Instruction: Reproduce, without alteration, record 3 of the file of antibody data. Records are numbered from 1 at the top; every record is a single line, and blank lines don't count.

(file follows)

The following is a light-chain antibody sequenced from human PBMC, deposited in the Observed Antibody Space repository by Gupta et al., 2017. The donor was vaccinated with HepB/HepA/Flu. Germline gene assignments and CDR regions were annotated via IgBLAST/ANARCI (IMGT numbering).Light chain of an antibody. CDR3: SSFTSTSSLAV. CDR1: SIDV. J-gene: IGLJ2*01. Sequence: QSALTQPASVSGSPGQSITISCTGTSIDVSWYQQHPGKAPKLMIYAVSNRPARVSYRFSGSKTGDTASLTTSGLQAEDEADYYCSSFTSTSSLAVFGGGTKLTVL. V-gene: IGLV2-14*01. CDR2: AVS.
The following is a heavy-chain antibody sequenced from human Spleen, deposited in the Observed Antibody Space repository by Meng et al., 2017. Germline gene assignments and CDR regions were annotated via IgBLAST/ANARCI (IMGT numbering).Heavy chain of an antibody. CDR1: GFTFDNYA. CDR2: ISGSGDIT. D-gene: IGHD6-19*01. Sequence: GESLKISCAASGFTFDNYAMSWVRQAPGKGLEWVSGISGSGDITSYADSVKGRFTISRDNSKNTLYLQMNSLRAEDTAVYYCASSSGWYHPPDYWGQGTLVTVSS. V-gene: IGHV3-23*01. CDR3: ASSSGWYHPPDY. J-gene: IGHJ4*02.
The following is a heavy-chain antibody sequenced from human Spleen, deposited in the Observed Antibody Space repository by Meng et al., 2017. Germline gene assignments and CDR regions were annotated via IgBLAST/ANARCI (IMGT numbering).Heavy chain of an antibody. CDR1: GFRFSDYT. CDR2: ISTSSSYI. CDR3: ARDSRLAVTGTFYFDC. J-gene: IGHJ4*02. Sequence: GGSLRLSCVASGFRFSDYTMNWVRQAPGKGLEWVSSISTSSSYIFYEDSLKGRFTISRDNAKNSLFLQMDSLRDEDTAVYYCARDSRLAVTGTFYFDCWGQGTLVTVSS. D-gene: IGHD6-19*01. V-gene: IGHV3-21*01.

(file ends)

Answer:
The following is a heavy-chain antibody sequenced from human Spleen, deposited in the Observed Antibody Space repository by Meng et al., 2017. Germline gene assignments and CDR regions were annotated via IgBLAST/ANARCI (IMGT numbering).Heavy chain of an antibody. CDR1: GFRFSDYT. CDR2: ISTSSSYI. CDR3: ARDSRLAVTGTFYFDC. J-gene: IGHJ4*02. Sequence: GGSLRLSCVASGFRFSDYTMNWVRQAPGKGLEWVSSISTSSSYIFYEDSLKGRFTISRDNAKNSLFLQMDSLRDEDTAVYYCARDSRLAVTGTFYFDCWGQGTLVTVSS. D-gene: IGHD6-19*01. V-gene: IGHV3-21*01.